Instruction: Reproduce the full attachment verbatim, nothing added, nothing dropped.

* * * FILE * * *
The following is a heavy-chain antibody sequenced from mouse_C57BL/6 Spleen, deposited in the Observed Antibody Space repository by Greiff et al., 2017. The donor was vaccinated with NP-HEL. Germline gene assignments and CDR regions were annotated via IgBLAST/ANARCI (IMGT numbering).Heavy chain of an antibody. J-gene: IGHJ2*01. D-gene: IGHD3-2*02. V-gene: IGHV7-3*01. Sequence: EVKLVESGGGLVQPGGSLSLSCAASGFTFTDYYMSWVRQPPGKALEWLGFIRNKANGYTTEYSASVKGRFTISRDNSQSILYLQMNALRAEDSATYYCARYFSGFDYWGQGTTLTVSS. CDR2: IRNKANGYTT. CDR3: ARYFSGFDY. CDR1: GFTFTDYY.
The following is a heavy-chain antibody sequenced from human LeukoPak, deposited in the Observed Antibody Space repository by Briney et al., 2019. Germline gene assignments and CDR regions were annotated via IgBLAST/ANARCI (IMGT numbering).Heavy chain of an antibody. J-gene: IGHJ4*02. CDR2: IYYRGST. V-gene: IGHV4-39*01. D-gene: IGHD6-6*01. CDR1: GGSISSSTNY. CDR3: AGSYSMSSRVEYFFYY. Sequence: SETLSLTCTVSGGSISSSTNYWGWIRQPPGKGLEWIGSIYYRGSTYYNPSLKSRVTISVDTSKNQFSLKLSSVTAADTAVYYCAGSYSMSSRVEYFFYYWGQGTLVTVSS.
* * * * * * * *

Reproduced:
The following is a heavy-chain antibody sequenced from mouse_C57BL/6 Spleen, deposited in the Observed Antibody Space repository by Greiff et al., 2017. The donor was vaccinated with NP-HEL. Germline gene assignments and CDR regions were annotated via IgBLAST/ANARCI (IMGT numbering).Heavy chain of an antibody. J-gene: IGHJ2*01. D-gene: IGHD3-2*02. V-gene: IGHV7-3*01. Sequence: EVKLVESGGGLVQPGGSLSLSCAASGFTFTDYYMSWVRQPPGKALEWLGFIRNKANGYTTEYSASVKGRFTISRDNSQSILYLQMNALRAEDSATYYCARYFSGFDYWGQGTTLTVSS. CDR2: IRNKANGYTT. CDR3: ARYFSGFDY. CDR1: GFTFTDYY.
The following is a heavy-chain antibody sequenced from human LeukoPak, deposited in the Observed Antibody Space repository by Briney et al., 2019. Germline gene assignments and CDR regions were annotated via IgBLAST/ANARCI (IMGT numbering).Heavy chain of an antibody. J-gene: IGHJ4*02. CDR2: IYYRGST. V-gene: IGHV4-39*01. D-gene: IGHD6-6*01. CDR1: GGSISSSTNY. CDR3: AGSYSMSSRVEYFFYY. Sequence: SETLSLTCTVSGGSISSSTNYWGWIRQPPGKGLEWIGSIYYRGSTYYNPSLKSRVTISVDTSKNQFSLKLSSVTAADTAVYYCAGSYSMSSRVEYFFYYWGQGTLVTVSS.